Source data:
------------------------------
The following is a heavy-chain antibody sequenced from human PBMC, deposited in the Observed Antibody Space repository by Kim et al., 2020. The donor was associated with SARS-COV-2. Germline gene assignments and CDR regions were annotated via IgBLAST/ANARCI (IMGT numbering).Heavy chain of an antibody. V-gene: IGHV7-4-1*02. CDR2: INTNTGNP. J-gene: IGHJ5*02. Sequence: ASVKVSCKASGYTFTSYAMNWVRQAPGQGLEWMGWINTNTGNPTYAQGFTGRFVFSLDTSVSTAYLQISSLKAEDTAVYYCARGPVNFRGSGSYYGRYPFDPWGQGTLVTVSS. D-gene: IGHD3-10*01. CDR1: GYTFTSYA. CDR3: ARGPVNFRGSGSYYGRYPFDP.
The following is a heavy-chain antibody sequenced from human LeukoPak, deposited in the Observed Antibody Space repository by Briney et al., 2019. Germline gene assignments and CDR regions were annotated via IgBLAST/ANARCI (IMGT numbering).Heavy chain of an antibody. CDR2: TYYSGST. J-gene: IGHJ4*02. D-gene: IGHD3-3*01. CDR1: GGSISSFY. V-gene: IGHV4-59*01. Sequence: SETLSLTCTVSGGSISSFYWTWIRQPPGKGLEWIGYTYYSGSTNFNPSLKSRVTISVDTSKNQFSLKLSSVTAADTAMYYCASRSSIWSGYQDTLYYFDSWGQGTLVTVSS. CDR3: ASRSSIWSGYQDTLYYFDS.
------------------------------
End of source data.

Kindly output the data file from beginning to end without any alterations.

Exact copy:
The following is a heavy-chain antibody sequenced from human PBMC, deposited in the Observed Antibody Space repository by Kim et al., 2020. The donor was associated with SARS-COV-2. Germline gene assignments and CDR regions were annotated via IgBLAST/ANARCI (IMGT numbering).Heavy chain of an antibody. V-gene: IGHV7-4-1*02. CDR2: INTNTGNP. J-gene: IGHJ5*02. Sequence: ASVKVSCKASGYTFTSYAMNWVRQAPGQGLEWMGWINTNTGNPTYAQGFTGRFVFSLDTSVSTAYLQISSLKAEDTAVYYCARGPVNFRGSGSYYGRYPFDPWGQGTLVTVSS. D-gene: IGHD3-10*01. CDR1: GYTFTSYA. CDR3: ARGPVNFRGSGSYYGRYPFDP.
The following is a heavy-chain antibody sequenced from human LeukoPak, deposited in the Observed Antibody Space repository by Briney et al., 2019. Germline gene assignments and CDR regions were annotated via IgBLAST/ANARCI (IMGT numbering).Heavy chain of an antibody. CDR2: TYYSGST. J-gene: IGHJ4*02. D-gene: IGHD3-3*01. CDR1: GGSISSFY. V-gene: IGHV4-59*01. Sequence: SETLSLTCTVSGGSISSFYWTWIRQPPGKGLEWIGYTYYSGSTNFNPSLKSRVTISVDTSKNQFSLKLSSVTAADTAMYYCASRSSIWSGYQDTLYYFDSWGQGTLVTVSS. CDR3: ASRSSIWSGYQDTLYYFDS.